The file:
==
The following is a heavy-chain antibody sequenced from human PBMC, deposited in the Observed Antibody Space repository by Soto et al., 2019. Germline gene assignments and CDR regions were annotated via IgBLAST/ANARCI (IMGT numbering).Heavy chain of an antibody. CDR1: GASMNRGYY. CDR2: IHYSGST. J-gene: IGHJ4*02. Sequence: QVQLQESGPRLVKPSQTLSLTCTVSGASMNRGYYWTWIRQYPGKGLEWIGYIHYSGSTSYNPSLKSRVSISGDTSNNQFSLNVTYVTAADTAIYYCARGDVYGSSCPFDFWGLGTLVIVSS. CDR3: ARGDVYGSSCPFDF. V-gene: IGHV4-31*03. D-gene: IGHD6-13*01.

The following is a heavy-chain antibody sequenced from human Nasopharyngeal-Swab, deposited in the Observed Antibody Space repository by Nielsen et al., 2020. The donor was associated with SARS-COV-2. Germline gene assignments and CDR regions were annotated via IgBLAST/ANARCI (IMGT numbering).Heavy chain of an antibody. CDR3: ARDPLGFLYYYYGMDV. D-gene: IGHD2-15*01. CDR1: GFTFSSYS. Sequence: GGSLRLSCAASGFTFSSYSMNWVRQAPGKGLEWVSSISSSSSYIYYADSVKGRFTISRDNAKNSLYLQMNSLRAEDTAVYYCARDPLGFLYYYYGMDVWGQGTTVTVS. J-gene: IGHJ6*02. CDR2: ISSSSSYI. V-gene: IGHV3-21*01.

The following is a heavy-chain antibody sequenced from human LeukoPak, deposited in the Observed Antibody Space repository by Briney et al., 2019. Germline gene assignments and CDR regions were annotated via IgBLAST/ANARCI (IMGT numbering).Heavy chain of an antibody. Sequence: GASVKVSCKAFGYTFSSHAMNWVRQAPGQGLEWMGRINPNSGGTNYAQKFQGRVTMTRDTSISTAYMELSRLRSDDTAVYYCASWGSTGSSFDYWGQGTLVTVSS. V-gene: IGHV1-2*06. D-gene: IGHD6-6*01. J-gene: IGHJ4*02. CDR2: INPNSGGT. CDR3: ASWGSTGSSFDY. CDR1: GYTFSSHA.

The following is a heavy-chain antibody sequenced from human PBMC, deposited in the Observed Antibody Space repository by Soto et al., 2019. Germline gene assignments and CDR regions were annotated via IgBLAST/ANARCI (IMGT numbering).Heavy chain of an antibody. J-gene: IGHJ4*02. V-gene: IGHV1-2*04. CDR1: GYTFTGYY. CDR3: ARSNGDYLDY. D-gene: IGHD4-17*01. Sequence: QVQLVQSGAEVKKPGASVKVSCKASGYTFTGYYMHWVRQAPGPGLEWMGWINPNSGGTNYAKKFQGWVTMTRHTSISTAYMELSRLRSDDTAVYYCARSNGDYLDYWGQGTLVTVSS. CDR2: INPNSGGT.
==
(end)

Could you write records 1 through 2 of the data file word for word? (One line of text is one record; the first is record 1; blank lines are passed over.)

The following is a heavy-chain antibody sequenced from human PBMC, deposited in the Observed Antibody Space repository by Soto et al., 2019. Germline gene assignments and CDR regions were annotated via IgBLAST/ANARCI (IMGT numbering).Heavy chain of an antibody. CDR1: GASMNRGYY. CDR2: IHYSGST. J-gene: IGHJ4*02. Sequence: QVQLQESGPRLVKPSQTLSLTCTVSGASMNRGYYWTWIRQYPGKGLEWIGYIHYSGSTSYNPSLKSRVSISGDTSNNQFSLNVTYVTAADTAIYYCARGDVYGSSCPFDFWGLGTLVIVSS. CDR3: ARGDVYGSSCPFDF. V-gene: IGHV4-31*03. D-gene: IGHD6-13*01.

The following is a heavy-chain antibody sequenced from human Nasopharyngeal-Swab, deposited in the Observed Antibody Space repository by Nielsen et al., 2020. The donor was associated with SARS-COV-2. Germline gene assignments and CDR regions were annotated via IgBLAST/ANARCI (IMGT numbering).Heavy chain of an antibody. CDR3: ARDPLGFLYYYYGMDV. D-gene: IGHD2-15*01. CDR1: GFTFSSYS. Sequence: GGSLRLSCAASGFTFSSYSMNWVRQAPGKGLEWVSSISSSSSYIYYADSVKGRFTISRDNAKNSLYLQMNSLRAEDTAVYYCARDPLGFLYYYYGMDVWGQGTTVTVS. J-gene: IGHJ6*02. CDR2: ISSSSSYI. V-gene: IGHV3-21*01.